May 14, 2024

Nature Centers Work Toward Equitable Compensation

Asa Duffee, ANCA Director of Marketing & Communications


At a virtual ANCA CONNECTS program in January, facilitator Olivia Griset posed a question to participants: what was your first job in environmental education?

To dig deeper into that question, Griset — who is the Executive Director of the Maine Environmental Education Association (MEEA) —  also asked, what resources did you need to get that job? What did it pay? And what did you have to do to grow your career?

These questions were part of a discussion about equitable compensation in environmental education, specifically based on a resource from the Southeastern Environmental Education Alliance (SEEA), eeGuidance for Equitable Pay and Hiring. Referencing an SEEA survey from 2021, the eeGuidance shares that “entry-level pay in environmental education is 15-25% lower than in comparable fields such as forestry, tourism, and formal education.”

This low pay often does not stop at entry-level positions. The nonprofit sector as a whole faces low salaries and wages, and this can also apply to governmental mission-based organizations as well. As such, staff at all levels of nature centers, outdoor schools, and environmental learning centers can receive lower pay than comparable professions.

This lower pay has profound implications for our field. 

Of course, low salaries and wages significantly impact working professionals’ lives in many ways, and can contribute to financial stress and challenges. But low-paying jobs can also mean that many individuals can’t take that job in the first place, due to a lack of resources or support. A 2021 study of informal science educators, The Privilege of Low Pay, found that “Alarmingly, 70% of respondents said they would be unable to sustain their career in informal education without additional support. Written responses referenced living ‘paycheck to paycheck’ and relying on partners, roommates, parents, and generational wealth.”

Because of this reliance on additional support, such low compensation standards can contribute to existing inequities in our profession; this actively excludes individuals who do not have privileges like family wealth or partners’ income. As blogger Vu Le has pointed out, too, professionals with financial privileges can unintentionally overlook inequities in the workplace.

Many organizations in the nature center profession are actively working to address low wages and raise compensation to equitable levels.

What is equitable compensation, and what does it support?

Equitable compensation will naturally vary based on factors like geographic location. Some professionals cite a living wage as a goal, but others point out that the living wage is commonly defined as meeting essential needs only. MIT’s Living Wage Calculator, a popular tool to identify the living wage, estimates “the local wage rate that a full-time worker requires to cover the costs of their family’s basic needs.” This does not include saving money for emergencies, retirement, or large purchases such as home down payments, nor does it include paying student loans. The calculations also do not reflect any disposable income for leisure or entertainment; even dining at a restaurant once per year is not accounted for.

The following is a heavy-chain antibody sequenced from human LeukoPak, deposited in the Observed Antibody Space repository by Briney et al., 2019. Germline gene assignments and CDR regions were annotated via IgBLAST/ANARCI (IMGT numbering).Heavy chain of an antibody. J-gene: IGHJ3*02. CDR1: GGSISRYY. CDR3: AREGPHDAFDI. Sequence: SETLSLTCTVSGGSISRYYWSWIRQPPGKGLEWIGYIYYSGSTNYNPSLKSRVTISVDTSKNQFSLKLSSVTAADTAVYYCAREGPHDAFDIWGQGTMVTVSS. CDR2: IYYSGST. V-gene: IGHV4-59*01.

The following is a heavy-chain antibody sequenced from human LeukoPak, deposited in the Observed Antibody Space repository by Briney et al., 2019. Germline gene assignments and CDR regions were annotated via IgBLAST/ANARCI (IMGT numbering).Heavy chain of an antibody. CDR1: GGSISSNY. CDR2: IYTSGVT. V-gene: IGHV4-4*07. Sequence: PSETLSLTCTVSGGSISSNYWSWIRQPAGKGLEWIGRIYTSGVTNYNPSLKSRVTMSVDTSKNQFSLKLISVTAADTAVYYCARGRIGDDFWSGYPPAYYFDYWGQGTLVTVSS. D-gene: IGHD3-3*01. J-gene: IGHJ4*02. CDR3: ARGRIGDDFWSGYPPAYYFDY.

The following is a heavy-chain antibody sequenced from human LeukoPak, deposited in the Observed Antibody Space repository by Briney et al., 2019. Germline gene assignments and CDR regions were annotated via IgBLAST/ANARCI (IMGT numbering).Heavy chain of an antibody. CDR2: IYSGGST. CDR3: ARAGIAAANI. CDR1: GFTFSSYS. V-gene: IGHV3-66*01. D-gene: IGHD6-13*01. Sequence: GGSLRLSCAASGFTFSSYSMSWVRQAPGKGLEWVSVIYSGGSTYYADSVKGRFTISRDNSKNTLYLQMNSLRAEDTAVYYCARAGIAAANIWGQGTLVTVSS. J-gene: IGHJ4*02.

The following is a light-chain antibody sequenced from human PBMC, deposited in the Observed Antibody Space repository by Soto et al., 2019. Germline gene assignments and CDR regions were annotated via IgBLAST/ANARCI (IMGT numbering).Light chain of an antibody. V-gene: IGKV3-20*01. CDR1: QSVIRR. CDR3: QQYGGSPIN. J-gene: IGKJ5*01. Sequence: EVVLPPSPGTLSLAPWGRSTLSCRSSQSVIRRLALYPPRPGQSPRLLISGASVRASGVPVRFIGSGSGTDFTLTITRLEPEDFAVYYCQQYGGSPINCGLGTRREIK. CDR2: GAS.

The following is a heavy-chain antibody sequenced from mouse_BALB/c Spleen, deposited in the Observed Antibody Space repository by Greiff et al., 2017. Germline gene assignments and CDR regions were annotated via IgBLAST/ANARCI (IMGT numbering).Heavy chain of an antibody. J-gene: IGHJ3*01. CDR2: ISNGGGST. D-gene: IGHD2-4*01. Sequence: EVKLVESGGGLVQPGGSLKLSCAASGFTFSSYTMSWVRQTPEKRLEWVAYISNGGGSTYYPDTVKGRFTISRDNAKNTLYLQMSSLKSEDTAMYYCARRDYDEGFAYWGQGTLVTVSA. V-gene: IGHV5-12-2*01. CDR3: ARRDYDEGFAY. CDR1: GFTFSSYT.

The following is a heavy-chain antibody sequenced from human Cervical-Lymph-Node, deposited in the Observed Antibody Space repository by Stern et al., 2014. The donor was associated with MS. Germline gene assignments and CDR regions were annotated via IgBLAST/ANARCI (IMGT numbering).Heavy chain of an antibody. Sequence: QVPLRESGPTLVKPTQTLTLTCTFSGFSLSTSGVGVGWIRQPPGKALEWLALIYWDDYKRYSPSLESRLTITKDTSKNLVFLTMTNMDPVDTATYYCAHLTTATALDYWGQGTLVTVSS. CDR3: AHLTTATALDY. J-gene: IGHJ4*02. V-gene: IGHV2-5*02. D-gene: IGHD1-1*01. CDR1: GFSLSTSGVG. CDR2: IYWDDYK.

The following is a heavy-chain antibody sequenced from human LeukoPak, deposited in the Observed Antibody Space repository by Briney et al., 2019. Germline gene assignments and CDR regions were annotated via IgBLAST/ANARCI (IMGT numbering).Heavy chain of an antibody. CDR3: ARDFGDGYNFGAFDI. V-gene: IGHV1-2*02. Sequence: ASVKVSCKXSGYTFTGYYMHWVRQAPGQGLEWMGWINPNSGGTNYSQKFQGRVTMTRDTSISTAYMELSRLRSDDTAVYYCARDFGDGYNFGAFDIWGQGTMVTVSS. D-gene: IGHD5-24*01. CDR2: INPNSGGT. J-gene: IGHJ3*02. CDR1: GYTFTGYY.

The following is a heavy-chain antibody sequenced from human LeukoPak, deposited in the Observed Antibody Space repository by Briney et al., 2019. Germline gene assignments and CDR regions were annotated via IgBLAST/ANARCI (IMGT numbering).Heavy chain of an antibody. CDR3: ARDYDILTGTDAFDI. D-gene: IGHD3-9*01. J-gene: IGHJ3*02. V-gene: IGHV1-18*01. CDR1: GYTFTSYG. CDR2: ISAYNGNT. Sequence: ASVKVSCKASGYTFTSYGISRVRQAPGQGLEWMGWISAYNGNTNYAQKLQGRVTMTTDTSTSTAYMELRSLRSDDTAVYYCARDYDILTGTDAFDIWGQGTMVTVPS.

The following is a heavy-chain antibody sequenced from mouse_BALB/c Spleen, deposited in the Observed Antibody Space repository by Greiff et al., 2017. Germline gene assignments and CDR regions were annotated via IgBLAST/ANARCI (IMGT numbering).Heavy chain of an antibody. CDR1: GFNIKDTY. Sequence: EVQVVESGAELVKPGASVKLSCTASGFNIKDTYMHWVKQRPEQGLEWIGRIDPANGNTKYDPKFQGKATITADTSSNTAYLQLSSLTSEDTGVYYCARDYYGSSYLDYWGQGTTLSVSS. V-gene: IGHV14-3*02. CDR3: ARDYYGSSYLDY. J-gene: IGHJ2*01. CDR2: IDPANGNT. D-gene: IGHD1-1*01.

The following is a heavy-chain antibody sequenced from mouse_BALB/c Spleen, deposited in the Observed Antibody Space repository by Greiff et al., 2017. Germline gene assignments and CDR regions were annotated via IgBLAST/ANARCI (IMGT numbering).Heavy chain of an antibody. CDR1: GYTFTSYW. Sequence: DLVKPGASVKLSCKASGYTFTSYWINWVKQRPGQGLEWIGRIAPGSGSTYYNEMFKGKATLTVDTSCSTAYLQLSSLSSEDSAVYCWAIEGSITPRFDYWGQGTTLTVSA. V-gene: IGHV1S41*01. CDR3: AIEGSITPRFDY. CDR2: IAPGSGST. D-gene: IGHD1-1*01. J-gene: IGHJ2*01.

Some organizations instead aim for a thriving wage that would include these additional expenses and savings. While there is no standard definition of a thriving wage, Mala Nagarajan, a consultant who works on compensation equity, has proposed that the thriving wage is double the living wage.

While equitable compensation supports professionals’ livelihoods and careers in the profession, it can also contribute to an organization’s success by retaining staff. Replacing staff requires a significant investment of time and resources through hiring, training, and lost productivity during onboarding; some experts estimate it can cost up to two times an employee's salary to replace their position. Ultimately, if an organization can retain talented and skilled staff, it will more effectively achieve its mission.

“If you're hiring less, training less, and you have … people who just love working in your organization, your work is going to be amazing,” says Griset.

Naturally, people switch employers for many reasons, some of which are unavoidable. But equitable compensation reduces the likelihood that an employee will leave solely for a higher-paying job.

Increasing pay can also result in receiving a broader application pool for open positions. Peter Bode, President & CEO of the Nature Center at Shaker Lakes in Cleveland, Ohio, notes that for a part-time position, the organization used to receive only a handful of applications. Once they posted the same position with an increased wage, they received over 50 applications.

A wetlands view at the Nature Center at Shaker Lakes in Cleveland, Ohio.

Using internal and external resources to increase wages

Raising wages across an organization is likely not a simple task. For some organizations, this can be a multi-year process that involves reviewing existing positions and job descriptions, seeking out compensation data for comparable organizations, and making a financial plan for increased costs.